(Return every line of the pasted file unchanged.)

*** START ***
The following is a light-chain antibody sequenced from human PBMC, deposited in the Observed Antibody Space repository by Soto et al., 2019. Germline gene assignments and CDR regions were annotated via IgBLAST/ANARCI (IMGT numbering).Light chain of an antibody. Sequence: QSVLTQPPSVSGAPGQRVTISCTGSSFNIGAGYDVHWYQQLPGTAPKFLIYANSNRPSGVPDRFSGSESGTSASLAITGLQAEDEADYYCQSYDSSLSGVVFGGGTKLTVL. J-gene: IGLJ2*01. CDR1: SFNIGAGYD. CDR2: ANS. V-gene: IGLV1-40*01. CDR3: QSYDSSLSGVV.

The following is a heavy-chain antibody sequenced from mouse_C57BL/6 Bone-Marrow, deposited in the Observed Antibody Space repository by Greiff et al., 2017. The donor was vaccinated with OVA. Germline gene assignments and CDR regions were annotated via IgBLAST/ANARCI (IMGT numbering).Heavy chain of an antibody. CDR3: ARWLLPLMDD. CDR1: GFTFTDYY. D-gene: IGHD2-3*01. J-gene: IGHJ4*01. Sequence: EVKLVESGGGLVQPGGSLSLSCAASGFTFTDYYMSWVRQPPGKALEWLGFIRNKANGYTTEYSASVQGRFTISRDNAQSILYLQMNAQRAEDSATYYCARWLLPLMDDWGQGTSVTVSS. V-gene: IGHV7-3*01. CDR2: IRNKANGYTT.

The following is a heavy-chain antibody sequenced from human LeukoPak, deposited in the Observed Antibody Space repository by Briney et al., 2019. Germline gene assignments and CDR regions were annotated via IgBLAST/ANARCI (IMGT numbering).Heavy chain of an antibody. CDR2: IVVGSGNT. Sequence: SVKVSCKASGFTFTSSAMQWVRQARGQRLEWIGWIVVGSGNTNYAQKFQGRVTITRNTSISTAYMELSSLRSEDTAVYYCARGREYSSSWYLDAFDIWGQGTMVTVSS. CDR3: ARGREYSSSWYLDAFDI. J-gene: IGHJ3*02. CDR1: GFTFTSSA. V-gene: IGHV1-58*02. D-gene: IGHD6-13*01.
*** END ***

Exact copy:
The following is a light-chain antibody sequenced from human PBMC, deposited in the Observed Antibody Space repository by Soto et al., 2019. Germline gene assignments and CDR regions were annotated via IgBLAST/ANARCI (IMGT numbering).Light chain of an antibody. Sequence: QSVLTQPPSVSGAPGQRVTISCTGSSFNIGAGYDVHWYQQLPGTAPKFLIYANSNRPSGVPDRFSGSESGTSASLAITGLQAEDEADYYCQSYDSSLSGVVFGGGTKLTVL. J-gene: IGLJ2*01. CDR1: SFNIGAGYD. CDR2: ANS. V-gene: IGLV1-40*01. CDR3: QSYDSSLSGVV.

The following is a heavy-chain antibody sequenced from mouse_C57BL/6 Bone-Marrow, deposited in the Observed Antibody Space repository by Greiff et al., 2017. The donor was vaccinated with OVA. Germline gene assignments and CDR regions were annotated via IgBLAST/ANARCI (IMGT numbering).Heavy chain of an antibody. CDR3: ARWLLPLMDD. CDR1: GFTFTDYY. D-gene: IGHD2-3*01. J-gene: IGHJ4*01. Sequence: EVKLVESGGGLVQPGGSLSLSCAASGFTFTDYYMSWVRQPPGKALEWLGFIRNKANGYTTEYSASVQGRFTISRDNAQSILYLQMNAQRAEDSATYYCARWLLPLMDDWGQGTSVTVSS. V-gene: IGHV7-3*01. CDR2: IRNKANGYTT.

The following is a heavy-chain antibody sequenced from human LeukoPak, deposited in the Observed Antibody Space repository by Briney et al., 2019. Germline gene assignments and CDR regions were annotated via IgBLAST/ANARCI (IMGT numbering).Heavy chain of an antibody. CDR2: IVVGSGNT. Sequence: SVKVSCKASGFTFTSSAMQWVRQARGQRLEWIGWIVVGSGNTNYAQKFQGRVTITRNTSISTAYMELSSLRSEDTAVYYCARGREYSSSWYLDAFDIWGQGTMVTVSS. CDR3: ARGREYSSSWYLDAFDI. J-gene: IGHJ3*02. CDR1: GFTFTSSA. V-gene: IGHV1-58*02. D-gene: IGHD6-13*01.